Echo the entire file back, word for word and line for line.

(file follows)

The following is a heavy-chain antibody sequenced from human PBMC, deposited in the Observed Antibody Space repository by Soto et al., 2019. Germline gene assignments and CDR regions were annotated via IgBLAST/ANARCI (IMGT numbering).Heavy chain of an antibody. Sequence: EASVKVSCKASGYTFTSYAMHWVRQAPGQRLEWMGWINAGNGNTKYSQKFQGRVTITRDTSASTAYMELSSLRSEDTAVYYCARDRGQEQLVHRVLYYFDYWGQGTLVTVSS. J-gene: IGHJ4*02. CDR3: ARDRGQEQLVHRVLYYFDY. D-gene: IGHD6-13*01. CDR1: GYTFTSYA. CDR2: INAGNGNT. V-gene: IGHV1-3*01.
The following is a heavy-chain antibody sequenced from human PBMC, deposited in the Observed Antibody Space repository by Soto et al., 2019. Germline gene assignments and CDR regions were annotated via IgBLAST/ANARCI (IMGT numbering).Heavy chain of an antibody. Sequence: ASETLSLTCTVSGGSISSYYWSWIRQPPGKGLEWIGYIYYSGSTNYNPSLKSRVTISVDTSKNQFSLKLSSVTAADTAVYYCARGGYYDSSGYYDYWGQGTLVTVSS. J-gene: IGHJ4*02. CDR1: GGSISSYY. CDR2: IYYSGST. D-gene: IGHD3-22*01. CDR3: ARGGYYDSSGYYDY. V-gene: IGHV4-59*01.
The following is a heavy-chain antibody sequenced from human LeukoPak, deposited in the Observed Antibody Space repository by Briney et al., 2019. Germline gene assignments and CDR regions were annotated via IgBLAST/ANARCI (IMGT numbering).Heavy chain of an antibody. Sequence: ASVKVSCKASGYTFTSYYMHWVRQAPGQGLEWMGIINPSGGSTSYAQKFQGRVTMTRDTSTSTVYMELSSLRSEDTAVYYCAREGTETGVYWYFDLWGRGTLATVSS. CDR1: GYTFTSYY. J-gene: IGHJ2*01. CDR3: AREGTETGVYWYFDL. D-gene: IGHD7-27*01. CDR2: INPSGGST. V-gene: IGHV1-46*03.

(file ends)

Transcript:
The following is a heavy-chain antibody sequenced from human PBMC, deposited in the Observed Antibody Space repository by Soto et al., 2019. Germline gene assignments and CDR regions were annotated via IgBLAST/ANARCI (IMGT numbering).Heavy chain of an antibody. Sequence: EASVKVSCKASGYTFTSYAMHWVRQAPGQRLEWMGWINAGNGNTKYSQKFQGRVTITRDTSASTAYMELSSLRSEDTAVYYCARDRGQEQLVHRVLYYFDYWGQGTLVTVSS. J-gene: IGHJ4*02. CDR3: ARDRGQEQLVHRVLYYFDY. D-gene: IGHD6-13*01. CDR1: GYTFTSYA. CDR2: INAGNGNT. V-gene: IGHV1-3*01.
The following is a heavy-chain antibody sequenced from human PBMC, deposited in the Observed Antibody Space repository by Soto et al., 2019. Germline gene assignments and CDR regions were annotated via IgBLAST/ANARCI (IMGT numbering).Heavy chain of an antibody. Sequence: ASETLSLTCTVSGGSISSYYWSWIRQPPGKGLEWIGYIYYSGSTNYNPSLKSRVTISVDTSKNQFSLKLSSVTAADTAVYYCARGGYYDSSGYYDYWGQGTLVTVSS. J-gene: IGHJ4*02. CDR1: GGSISSYY. CDR2: IYYSGST. D-gene: IGHD3-22*01. CDR3: ARGGYYDSSGYYDY. V-gene: IGHV4-59*01.
The following is a heavy-chain antibody sequenced from human LeukoPak, deposited in the Observed Antibody Space repository by Briney et al., 2019. Germline gene assignments and CDR regions were annotated via IgBLAST/ANARCI (IMGT numbering).Heavy chain of an antibody. Sequence: ASVKVSCKASGYTFTSYYMHWVRQAPGQGLEWMGIINPSGGSTSYAQKFQGRVTMTRDTSTSTVYMELSSLRSEDTAVYYCAREGTETGVYWYFDLWGRGTLATVSS. CDR1: GYTFTSYY. J-gene: IGHJ2*01. CDR3: AREGTETGVYWYFDL. D-gene: IGHD7-27*01. CDR2: INPSGGST. V-gene: IGHV1-46*03.